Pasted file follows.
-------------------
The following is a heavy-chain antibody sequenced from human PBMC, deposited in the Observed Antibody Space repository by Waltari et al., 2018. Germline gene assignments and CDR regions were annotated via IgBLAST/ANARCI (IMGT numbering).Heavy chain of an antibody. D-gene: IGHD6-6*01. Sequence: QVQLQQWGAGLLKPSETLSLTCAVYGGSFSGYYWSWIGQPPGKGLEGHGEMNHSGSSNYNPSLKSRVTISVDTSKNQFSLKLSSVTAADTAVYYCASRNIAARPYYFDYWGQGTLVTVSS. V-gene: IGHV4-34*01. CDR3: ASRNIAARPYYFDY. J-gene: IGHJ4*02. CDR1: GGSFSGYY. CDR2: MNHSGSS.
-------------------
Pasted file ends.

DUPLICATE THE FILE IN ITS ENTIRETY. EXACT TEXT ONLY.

The following is a heavy-chain antibody sequenced from human PBMC, deposited in the Observed Antibody Space repository by Waltari et al., 2018. Germline gene assignments and CDR regions were annotated via IgBLAST/ANARCI (IMGT numbering).Heavy chain of an antibody. D-gene: IGHD6-6*01. Sequence: QVQLQQWGAGLLKPSETLSLTCAVYGGSFSGYYWSWIGQPPGKGLEGHGEMNHSGSSNYNPSLKSRVTISVDTSKNQFSLKLSSVTAADTAVYYCASRNIAARPYYFDYWGQGTLVTVSS. V-gene: IGHV4-34*01. CDR3: ASRNIAARPYYFDY. J-gene: IGHJ4*02. CDR1: GGSFSGYY. CDR2: MNHSGSS.